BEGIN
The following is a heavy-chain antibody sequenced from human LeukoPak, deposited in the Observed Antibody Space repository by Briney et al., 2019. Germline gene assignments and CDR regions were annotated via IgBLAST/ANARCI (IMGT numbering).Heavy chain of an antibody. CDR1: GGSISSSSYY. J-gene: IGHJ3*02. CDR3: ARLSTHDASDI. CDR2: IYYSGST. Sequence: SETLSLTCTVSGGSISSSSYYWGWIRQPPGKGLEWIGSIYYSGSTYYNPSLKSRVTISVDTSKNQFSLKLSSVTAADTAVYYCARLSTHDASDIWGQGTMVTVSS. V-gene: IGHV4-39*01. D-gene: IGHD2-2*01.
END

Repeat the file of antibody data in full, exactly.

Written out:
The following is a heavy-chain antibody sequenced from human LeukoPak, deposited in the Observed Antibody Space repository by Briney et al., 2019. Germline gene assignments and CDR regions were annotated via IgBLAST/ANARCI (IMGT numbering).Heavy chain of an antibody. CDR1: GGSISSSSYY. J-gene: IGHJ3*02. CDR3: ARLSTHDASDI. CDR2: IYYSGST. Sequence: SETLSLTCTVSGGSISSSSYYWGWIRQPPGKGLEWIGSIYYSGSTYYNPSLKSRVTISVDTSKNQFSLKLSSVTAADTAVYYCARLSTHDASDIWGQGTMVTVSS. V-gene: IGHV4-39*01. D-gene: IGHD2-2*01.